β-Catenin marks proliferating endothelial cells in glioblastoma
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BackgroundAngiogenesis is a key process in the growth and maintenance of tumors. The Wnt signaling pathway is required for angiogenesis of the central nervous system though development of the blood-brain barrier and subsequent proliferation of endothelial cells during tumor growth. However, the specificity of the Wnt pathway in regulating endothelial cells of different central nervous systems remains to be investigated.
Materials & methodsPatient-derived tissue samples from 35 paraffin-embedded tumors were used to assess β-catenin immunoexpression. Tumor samples consisted of the following pathologies: grade II diffuse astrocytoma, glioblastoma, hemangioblastoma, and metastatic adenocarcinoma (lung or breast primary). Average percent reactivity was recorded as a mean observed in ten high-power fields. The following scale was used to grade immunoreactivity: 0 = immunonegative, 1 = 1-25% reactive, 2 = 26-50% reactive, 3 = 51-75% reactive, 4 = 76-100% reactive.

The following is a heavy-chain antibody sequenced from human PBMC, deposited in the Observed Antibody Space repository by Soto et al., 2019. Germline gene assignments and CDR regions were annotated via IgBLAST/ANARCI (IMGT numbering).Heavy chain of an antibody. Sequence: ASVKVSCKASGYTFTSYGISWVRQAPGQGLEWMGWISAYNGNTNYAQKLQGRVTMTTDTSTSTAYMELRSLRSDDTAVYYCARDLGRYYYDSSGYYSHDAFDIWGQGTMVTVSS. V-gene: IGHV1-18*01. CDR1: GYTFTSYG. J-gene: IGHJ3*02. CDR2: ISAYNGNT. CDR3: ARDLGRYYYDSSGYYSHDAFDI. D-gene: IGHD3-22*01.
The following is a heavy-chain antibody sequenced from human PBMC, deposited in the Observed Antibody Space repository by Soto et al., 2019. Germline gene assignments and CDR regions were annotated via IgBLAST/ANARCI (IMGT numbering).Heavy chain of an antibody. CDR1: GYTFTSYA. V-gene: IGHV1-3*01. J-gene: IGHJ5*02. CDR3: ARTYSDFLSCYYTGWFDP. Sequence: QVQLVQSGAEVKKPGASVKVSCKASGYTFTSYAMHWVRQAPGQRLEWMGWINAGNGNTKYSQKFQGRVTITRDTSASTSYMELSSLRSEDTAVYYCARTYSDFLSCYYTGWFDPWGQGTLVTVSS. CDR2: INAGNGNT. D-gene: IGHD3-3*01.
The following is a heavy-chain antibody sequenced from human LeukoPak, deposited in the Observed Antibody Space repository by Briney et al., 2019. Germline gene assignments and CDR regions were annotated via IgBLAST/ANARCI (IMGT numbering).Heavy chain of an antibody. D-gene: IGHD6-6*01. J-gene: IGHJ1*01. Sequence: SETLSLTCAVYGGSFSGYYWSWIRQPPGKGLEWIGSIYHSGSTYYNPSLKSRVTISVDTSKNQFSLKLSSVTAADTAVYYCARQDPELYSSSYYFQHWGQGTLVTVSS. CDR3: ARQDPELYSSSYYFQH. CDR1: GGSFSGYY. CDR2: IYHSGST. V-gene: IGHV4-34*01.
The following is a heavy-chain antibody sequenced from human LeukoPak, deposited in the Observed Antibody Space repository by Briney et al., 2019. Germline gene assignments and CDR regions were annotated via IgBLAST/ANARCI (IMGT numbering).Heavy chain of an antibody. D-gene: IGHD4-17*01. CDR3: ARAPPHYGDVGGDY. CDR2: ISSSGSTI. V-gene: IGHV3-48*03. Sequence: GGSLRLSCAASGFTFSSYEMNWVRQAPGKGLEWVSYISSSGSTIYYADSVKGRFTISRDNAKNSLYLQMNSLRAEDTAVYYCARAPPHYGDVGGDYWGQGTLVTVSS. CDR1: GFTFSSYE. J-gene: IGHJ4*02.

ResultsWhile we did not observe nuclear expression of β-catenin in any samples, there was uniform cytoplasmic expression of β-catenin within glial tumor cells. There was a clear distinction in tumor endothelial cells whereby diffuse staining was noted in areas of microvascular hyperplasia in GBM and a less immunoreactive profile in low-grade astrocytomas. By contrast, non-glial tumors, contained very minimal cytoplasmic β-catenin expression in tumor and stromal cells and were devoid of immunoreactivity in endothelial cells.
Conclusionβ-catenin is unique marker of proliferating endothelial cells in GBM. Therapies targeting the spatial and structural heterogeneity inherent to GBM may prove to be efficacious and result in an improved survivorship.
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